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I noticed that memory consumption was high on a Win10 64bit system even though there are only a few simple applications opened. Using Process Explorer I see this process:

process list

After searching online I'm not sure if it has something to do with Windows Update or memory compression. The exe file description is not useful (MoUsoCoreWorker = MoUSO Core Worker Process). What is it and why does it need so much memory?

EDIT:

Not that I recommend it, but I killed it in Process Explorer and there has been no problem so far

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  • 3
    Microsoft Windows Update components are notorious for being: Poorly written, massive system resource hogs, and painfully slow. Pick all three. It's almost a guarantee that if an "unknown EXE" is using large quantities of system resources that it has to do with Windows Update. It's not THAT difficult to write a reasonably efficient software updater but Microsoft has managed to fail spectacularly at the task over decades. If I were CEO of Microsoft, I'd be breathing figurative fire down upon the Windows Update dev team because this kind of bug is unacceptable! Oct 14, 2021 at 13:32
  • @CubicleSoft I can't fathom why the update problem is not solveable in such a way that the peak RAM use across the entire workflow is a few hundred kilobytes.
    – Kaz
    Feb 1, 2022 at 19:29

3 Answers 3

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Possible answers are extracted from this article from Windowsclub.com.

What is it

MoUsoCoreWorker.exe or USOCoreWorker.exe are replacement programs for the wuauclt.exe command in Windows 10. The programs are responsible for checking for updates in the background and hence are also called Windows Update AutoUpdate Client.

USO stands for Update Session Orchestrator, and it shows up in task manager every time Windows checks for an update. It can be either MoUsoCoreWorker.exe or USOCoreWorker.exe that shows up in the Task Manager or Power Configuration.

and why does it need so much memory?

This could be speculative, but it might be that it keeps on checking for an update or that it is currently updating your PC

So if you want to scan for Windows Update, you can use USOClient.exe StartScan to start scanning. That said, the program is entirely safe, and only when it is not able to find an update, it keeps pushing to check for an update.

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  • It was not currently updating the PC but did that yesterday and is now awaiting a system restart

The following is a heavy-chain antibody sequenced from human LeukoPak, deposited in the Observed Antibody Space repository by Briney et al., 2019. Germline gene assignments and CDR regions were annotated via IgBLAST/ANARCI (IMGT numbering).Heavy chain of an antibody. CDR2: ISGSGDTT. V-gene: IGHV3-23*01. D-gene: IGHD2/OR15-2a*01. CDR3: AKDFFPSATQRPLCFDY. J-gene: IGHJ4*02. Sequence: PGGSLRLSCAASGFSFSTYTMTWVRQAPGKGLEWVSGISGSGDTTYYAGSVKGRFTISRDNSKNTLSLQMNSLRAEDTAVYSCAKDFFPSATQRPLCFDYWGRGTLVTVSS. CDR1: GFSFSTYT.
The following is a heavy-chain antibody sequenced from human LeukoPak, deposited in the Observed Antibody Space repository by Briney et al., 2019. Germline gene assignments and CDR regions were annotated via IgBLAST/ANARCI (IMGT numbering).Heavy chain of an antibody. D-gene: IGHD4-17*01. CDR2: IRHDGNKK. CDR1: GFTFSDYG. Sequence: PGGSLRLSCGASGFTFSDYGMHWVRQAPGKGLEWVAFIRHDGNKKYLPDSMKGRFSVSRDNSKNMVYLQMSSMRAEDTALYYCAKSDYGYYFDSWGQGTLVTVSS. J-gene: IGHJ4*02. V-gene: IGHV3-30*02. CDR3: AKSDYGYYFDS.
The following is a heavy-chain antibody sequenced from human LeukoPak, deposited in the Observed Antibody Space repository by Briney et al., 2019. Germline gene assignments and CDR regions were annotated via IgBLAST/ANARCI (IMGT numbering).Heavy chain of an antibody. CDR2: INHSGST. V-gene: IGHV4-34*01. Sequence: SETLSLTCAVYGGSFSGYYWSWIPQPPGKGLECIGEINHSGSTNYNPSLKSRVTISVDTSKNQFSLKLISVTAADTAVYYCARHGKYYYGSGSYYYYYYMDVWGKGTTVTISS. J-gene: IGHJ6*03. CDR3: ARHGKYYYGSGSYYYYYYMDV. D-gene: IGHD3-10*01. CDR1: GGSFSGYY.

– golimar
    May 21, 2021 at 11:55
  • @golimar - Which means an update is pending, which of course means, it probably was checking for an update
    – Ramhound
    May 21, 2021 at 12:19
  • @Ramhound I meant the high RAM consumption was not during that. It stays the same
    – golimar
    May 22, 2021 at 15:19
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Since this is the first question that pops up when you search for this issue online i might add that restarting the Update Orchestrator service will shut the process down cleanly and it will start out using a more modest amount of RAM again

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It's Windows update, and it's slowly leaking memory, and it gets worse the longer your machine is up.

Usually starts to be noticeable after about 5-7 days of up-time.

Just happened again with one of the user machines I manage, was up 25 days, and Windows update was using 9.9 GB of the 8 GB of physical RAM (it was throwing memory exhaustion errors in the event logs).

I instruct my users to restart at least once a week which seems to stop the issue, but this user forgot...

Since this is the first question that pops up when you search for this issue online I might add that restarting the Update Orchestrator service will shut the process down cleanly and it will start out using a more modest amount of RAM again

Humm... An "every few days" automated task scheduled that restarts the "Update Orchestrator service" may be a fix... will have to test :-)

I.e., in a CMD script which is run every 4 day via a scheduled task (credentials used would need to be admin)

net stop "Update Orchestrator service"
net start "Update Orchestrator service"

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